A new study, published in Nature Sustainability, looks at more than half a century of well depth trends to gain new insights into their management.
According to a summary of the report, published in Pacific Standard magazine, around 120 million Americans rely on underground aquifers for drinking water. Farmers use it to irrigate crops and industrial processes use it for manufacturing.
A team of researchers from University of California, Santa Barbara, determined that knowing the number and depth of wells could provide critical insights for water managers on the state of underground reservoirs. According to them, there was no centralized database of underground infrastructure, so the researchers compiled well construction data from 64 state and local databases.
They focused on five aquifer systems: The Central Valley aquifer in California, the High Plains aquifer in the Central U.S., the Northern Atlantic Coastal Plain aquifer system, the Florida aquifer system and the Mississippi embayment aquifer system.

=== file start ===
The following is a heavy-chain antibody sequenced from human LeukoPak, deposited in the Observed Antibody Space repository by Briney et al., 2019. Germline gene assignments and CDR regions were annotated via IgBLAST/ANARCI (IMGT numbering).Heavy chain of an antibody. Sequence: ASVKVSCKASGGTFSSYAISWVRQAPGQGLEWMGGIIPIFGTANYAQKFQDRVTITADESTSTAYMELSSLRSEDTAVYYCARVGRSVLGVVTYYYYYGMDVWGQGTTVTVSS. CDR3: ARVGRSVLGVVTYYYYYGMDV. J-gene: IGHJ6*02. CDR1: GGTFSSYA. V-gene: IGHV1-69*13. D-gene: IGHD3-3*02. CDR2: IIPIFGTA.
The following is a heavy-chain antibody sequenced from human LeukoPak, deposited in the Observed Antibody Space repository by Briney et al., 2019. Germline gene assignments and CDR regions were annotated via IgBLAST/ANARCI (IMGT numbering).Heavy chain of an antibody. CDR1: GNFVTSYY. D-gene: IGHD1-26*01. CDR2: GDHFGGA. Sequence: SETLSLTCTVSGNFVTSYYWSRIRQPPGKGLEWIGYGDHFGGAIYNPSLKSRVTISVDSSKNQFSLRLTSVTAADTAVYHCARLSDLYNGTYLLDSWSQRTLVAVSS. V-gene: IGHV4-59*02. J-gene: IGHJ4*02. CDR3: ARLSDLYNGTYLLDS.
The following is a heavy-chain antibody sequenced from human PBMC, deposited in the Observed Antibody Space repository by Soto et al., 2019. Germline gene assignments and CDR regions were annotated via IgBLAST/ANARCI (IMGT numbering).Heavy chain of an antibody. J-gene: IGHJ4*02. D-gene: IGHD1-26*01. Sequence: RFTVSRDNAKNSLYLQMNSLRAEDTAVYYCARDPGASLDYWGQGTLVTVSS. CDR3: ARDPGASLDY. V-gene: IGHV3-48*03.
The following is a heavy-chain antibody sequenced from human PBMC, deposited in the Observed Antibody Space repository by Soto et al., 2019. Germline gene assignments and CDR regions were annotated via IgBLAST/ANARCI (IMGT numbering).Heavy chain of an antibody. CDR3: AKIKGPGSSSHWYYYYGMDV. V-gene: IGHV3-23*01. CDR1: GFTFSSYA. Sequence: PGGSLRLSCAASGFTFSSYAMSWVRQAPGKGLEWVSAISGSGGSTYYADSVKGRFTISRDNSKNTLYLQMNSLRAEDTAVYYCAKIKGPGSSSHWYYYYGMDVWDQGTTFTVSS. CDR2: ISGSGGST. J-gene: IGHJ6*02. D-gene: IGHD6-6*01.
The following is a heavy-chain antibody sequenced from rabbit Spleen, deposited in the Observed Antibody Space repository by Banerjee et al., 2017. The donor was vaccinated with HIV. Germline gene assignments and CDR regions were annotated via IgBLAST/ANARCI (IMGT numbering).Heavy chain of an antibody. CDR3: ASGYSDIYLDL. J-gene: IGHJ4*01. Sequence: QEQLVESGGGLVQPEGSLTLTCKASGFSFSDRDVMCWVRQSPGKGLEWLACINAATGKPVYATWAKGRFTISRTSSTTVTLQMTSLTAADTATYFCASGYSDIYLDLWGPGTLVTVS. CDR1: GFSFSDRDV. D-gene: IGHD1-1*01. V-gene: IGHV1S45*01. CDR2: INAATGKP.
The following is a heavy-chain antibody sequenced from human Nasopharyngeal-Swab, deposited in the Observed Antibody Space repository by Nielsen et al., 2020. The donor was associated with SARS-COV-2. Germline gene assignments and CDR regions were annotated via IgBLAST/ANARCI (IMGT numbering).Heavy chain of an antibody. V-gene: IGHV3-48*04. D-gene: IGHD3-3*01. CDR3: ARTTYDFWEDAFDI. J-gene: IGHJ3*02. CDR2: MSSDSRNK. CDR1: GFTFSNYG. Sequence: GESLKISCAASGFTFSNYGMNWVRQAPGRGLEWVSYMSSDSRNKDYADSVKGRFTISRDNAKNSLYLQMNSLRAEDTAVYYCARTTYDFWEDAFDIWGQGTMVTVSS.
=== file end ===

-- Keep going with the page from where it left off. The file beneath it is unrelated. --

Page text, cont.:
The team found that between 1950 and 2015, across most of the country, groundwater users are drilling wells deeper and deeper. But well depths did not increase everywhere that groundwater levels are known to be falling, which means that eventually, in some places, wells might dry up.
Groundwater levels in both the Central Valley and High Plains systems have drastically declined, the article notes. In the Central Valley aquifer, which underlies the most agriculturally productive region of the U.S., wells have been drilled deeper, while wells tapping the periphery of the High Plains aquifer system have not. The article says that is because the Central Valley aquifer runs deeper than the aquifer at the edges of the High Plains system. Drilling deeper in some wells, like those in the High Plains, won't necessarily mean hitting more water.
The lead researcher, UCSB Assistant Professor Debra Perrone, says the data can help policymakers improve the way groundwater resources are governed. The researchers are also looking at legal controls used to manage groundwater withdrawals in the West.